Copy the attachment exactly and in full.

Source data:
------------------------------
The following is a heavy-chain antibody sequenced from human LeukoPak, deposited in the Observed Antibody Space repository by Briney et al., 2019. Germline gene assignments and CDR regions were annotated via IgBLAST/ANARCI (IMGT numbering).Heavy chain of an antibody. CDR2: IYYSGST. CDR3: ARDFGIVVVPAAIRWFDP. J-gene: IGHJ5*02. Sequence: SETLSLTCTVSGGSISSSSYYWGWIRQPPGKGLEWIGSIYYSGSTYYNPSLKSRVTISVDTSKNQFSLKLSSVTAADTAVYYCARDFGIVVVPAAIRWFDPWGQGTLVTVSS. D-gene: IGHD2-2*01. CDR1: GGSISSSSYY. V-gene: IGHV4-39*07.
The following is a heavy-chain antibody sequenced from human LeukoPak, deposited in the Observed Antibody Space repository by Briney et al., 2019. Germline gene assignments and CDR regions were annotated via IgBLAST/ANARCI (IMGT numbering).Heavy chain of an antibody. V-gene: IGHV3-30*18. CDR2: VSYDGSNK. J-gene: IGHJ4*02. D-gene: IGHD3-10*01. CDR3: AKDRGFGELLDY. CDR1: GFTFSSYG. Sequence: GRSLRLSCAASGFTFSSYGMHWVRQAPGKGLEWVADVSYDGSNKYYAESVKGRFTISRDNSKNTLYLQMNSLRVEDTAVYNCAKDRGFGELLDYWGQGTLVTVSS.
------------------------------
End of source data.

The following is a heavy-chain antibody sequenced from human LeukoPak, deposited in the Observed Antibody Space repository by Briney et al., 2019. Germline gene assignments and CDR regions were annotated via IgBLAST/ANARCI (IMGT numbering).Heavy chain of an antibody. CDR2: IYYSGST. CDR3: ARDFGIVVVPAAIRWFDP. J-gene: IGHJ5*02. Sequence: SETLSLTCTVSGGSISSSSYYWGWIRQPPGKGLEWIGSIYYSGSTYYNPSLKSRVTISVDTSKNQFSLKLSSVTAADTAVYYCARDFGIVVVPAAIRWFDPWGQGTLVTVSS. D-gene: IGHD2-2*01. CDR1: GGSISSSSYY. V-gene: IGHV4-39*07.
The following is a heavy-chain antibody sequenced from human LeukoPak, deposited in the Observed Antibody Space repository by Briney et al., 2019. Germline gene assignments and CDR regions were annotated via IgBLAST/ANARCI (IMGT numbering).Heavy chain of an antibody. V-gene: IGHV3-30*18. CDR2: VSYDGSNK. J-gene: IGHJ4*02. D-gene: IGHD3-10*01. CDR3: AKDRGFGELLDY. CDR1: GFTFSSYG. Sequence: GRSLRLSCAASGFTFSSYGMHWVRQAPGKGLEWVADVSYDGSNKYYAESVKGRFTISRDNSKNTLYLQMNSLRVEDTAVYNCAKDRGFGELLDYWGQGTLVTVSS.